What items can be covered by EPS?

What items can be covered by EPS?

The legal basis for electronic prescriptions

An electronic message becomes a legal electronic prescription where:

  • the prescription has been created in electronic form;
  • is signed with an electronic signature;
  • must be sent via the NHS Electronic Prescription Service and no other messaging system*; and
  • is then transferred to the dispensing site as an electronic communication

REF: The NHS (Pharmaceutical and Local Pharmaceutical Services) Regulations 2013

Controlled Drugs

See EPS CDs.

Nomination requirements

The NHS (General Medical Service Contracts) Regulations 2004 put in place controls around which patients can be issued with electronic prescriptions. Initially, it will only be possible to issue an electronic NHS prescription where the patient has nominated their dispensing site. It is possible that at a later stage in the deployment of EPS Release 2, there will be further regulatory change to enable electronic prescriptions to be issued where the patient does not want to nominate a pharmacy.

Scope of the service

Prescribers are able to issue via EPS:

  • acute prescriptions,
  • repeat prescriptions (repeat prescribing);
  • and repeatable prescriptions (repeat dispensing)

Note: It will not be possible for a prescriber to use the service to request a bulk prescription (Drug Tariff Part VIII note 9) for a school or institution and private prescriptions are out of scope.

Each electronic NHS prescription may contain up to 4 items.

Technical scope

There will be occasions where a prescriber cannot issue the prescription they wish via EPS for technical reasons. For example, this could occur if the product is not listed on the NHS medicinal item list (Dictionary of Medicines & Devices, dm+d) or if the prescribing system is not able to issue a prescription for the item because the supplier has not ‘mapped’ the appropriate codes. This is likely to affect less commonly prescribed items including products to be specially manufactured or extemporaneously dispensed products.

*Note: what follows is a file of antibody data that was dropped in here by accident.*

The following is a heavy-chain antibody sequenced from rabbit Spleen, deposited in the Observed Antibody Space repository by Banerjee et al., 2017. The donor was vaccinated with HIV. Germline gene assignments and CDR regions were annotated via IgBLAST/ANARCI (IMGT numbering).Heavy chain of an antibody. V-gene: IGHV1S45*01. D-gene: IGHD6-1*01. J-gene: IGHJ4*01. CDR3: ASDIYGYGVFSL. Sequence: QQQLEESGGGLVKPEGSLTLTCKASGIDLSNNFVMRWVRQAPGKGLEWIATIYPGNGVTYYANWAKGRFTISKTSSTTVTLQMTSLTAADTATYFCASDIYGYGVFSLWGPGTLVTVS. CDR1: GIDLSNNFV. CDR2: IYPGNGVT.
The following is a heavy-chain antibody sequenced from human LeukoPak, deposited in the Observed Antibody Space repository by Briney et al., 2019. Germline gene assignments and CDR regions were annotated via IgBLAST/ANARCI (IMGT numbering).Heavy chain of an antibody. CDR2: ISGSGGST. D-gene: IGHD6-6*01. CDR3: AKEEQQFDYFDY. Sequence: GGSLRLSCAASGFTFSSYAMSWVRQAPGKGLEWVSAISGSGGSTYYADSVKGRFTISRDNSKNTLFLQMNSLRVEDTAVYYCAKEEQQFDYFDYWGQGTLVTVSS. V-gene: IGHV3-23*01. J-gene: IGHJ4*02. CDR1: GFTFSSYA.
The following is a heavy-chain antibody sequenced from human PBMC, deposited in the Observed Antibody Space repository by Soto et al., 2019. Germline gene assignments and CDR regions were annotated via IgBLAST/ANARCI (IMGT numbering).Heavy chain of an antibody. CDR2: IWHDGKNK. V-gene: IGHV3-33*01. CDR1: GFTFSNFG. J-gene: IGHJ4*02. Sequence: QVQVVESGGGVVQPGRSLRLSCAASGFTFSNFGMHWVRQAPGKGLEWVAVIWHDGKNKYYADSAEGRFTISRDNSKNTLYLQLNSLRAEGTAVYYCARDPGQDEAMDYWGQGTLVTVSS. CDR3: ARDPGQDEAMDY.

Frequently asked questions

Q. Can a nurse prescriber working in a GP practice, issue prescriptions via the EPS Service?

A. Yes, all types of nurse prescriber (community practitioner nurse prescriber, independent nurse prescriber and supplementary nurse prescriber) linked to GP Practices can issue prescriptions via the Electronic Prescription Service as long as they have the correct roles and GP Practice locations registered on their smartcard. When an electronic prescription is received, the prescriber type will be indicated on screen.

Q. The prescriber has signed the token; does this make it a legal NHS prescription?

A. No. If the prescriber has signed the prescription token, it cannot be treated as a legal NHS prescription as the form is not approved for this use by the NHS. A contractor would be reimbursed for dispensing against the electronic prescription, not the token. To minimise the risk of a prescriber signing the token, the signature box on the token will be over-written by the prescribing system to state that the token should not be used as a prescription.

Q. How will a patient order their repeat prescriptions in future?

A. Arrangements for ordering repeat prescriptions are agreed locally, for example some practices currently accept repeat prescription requests by phone, email, fax or through online ordering systems, others require patients to submit a paper request. This will not change.

Where prescribers require patients to submit a written request for repeat medication, patients will be able to request a printed list of their repeat medication from a Release 2 enabled pharmacy. This information will be provided to pharmacies in the electronic prescription message received from the prescriber. There is some flexibility over how system suppliers will configure systems to generate this information, for example automatically for nominated prescriptions or on demand. The impact of this task on workload within pharmacies will be monitored closely during the initial implementation of Release 2 of the Service. To minimise the number of occasions that a patient has to order repeat prescriptions,  the NHS repeat dispensing arrangements are encourages.

The Department of Health information strategy – The power of information- set the target that by 2015, all general practices will be expected to make electronic ordering of repeat prescriptions available to patients.

Related resources

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